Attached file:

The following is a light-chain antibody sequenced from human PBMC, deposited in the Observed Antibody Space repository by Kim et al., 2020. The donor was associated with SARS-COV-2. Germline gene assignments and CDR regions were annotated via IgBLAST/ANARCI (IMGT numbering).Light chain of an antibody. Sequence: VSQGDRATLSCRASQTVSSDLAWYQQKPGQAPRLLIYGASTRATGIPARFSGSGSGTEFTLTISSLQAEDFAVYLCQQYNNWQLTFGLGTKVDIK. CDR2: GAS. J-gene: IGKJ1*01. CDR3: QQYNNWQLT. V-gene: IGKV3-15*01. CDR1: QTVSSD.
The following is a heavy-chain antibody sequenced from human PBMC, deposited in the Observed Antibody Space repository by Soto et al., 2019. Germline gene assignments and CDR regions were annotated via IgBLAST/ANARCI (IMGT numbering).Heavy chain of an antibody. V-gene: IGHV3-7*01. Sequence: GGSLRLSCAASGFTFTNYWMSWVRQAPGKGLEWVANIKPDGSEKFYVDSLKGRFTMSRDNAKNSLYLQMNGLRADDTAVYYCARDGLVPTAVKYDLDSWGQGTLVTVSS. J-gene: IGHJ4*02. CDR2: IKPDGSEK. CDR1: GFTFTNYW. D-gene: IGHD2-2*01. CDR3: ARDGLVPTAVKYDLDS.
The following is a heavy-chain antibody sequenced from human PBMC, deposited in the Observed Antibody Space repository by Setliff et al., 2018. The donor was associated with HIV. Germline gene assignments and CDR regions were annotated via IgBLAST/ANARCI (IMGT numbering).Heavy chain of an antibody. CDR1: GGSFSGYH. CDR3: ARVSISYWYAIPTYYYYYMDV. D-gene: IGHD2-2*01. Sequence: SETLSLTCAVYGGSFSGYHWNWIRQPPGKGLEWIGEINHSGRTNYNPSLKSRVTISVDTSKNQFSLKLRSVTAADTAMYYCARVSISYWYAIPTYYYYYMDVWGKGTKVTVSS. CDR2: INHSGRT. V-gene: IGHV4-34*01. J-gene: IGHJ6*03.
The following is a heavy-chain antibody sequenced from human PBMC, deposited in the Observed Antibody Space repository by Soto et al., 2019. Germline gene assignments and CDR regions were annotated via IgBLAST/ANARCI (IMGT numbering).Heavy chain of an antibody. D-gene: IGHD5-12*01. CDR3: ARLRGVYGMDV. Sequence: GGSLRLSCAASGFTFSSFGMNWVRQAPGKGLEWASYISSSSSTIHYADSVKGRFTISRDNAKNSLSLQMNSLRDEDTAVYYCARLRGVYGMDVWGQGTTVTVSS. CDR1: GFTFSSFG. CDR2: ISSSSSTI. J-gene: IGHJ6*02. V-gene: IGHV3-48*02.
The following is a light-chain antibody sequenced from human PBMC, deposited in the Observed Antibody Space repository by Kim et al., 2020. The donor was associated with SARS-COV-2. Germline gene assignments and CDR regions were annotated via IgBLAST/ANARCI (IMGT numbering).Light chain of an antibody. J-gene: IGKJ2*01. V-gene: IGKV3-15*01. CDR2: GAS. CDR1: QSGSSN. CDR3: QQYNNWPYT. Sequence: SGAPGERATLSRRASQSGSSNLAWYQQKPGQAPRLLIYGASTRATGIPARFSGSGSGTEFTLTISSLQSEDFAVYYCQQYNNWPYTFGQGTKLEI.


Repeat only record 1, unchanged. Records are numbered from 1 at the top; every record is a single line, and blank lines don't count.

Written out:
The following is a light-chain antibody sequenced from human PBMC, deposited in the Observed Antibody Space repository by Kim et al., 2020. The donor was associated with SARS-COV-2. Germline gene assignments and CDR regions were annotated via IgBLAST/ANARCI (IMGT numbering).Light chain of an antibody. Sequence: VSQGDRATLSCRASQTVSSDLAWYQQKPGQAPRLLIYGASTRATGIPARFSGSGSGTEFTLTISSLQAEDFAVYLCQQYNNWQLTFGLGTKVDIK. CDR2: GAS. J-gene: IGKJ1*01. CDR3: QQYNNWQLT. V-gene: IGKV3-15*01. CDR1: QTVSSD.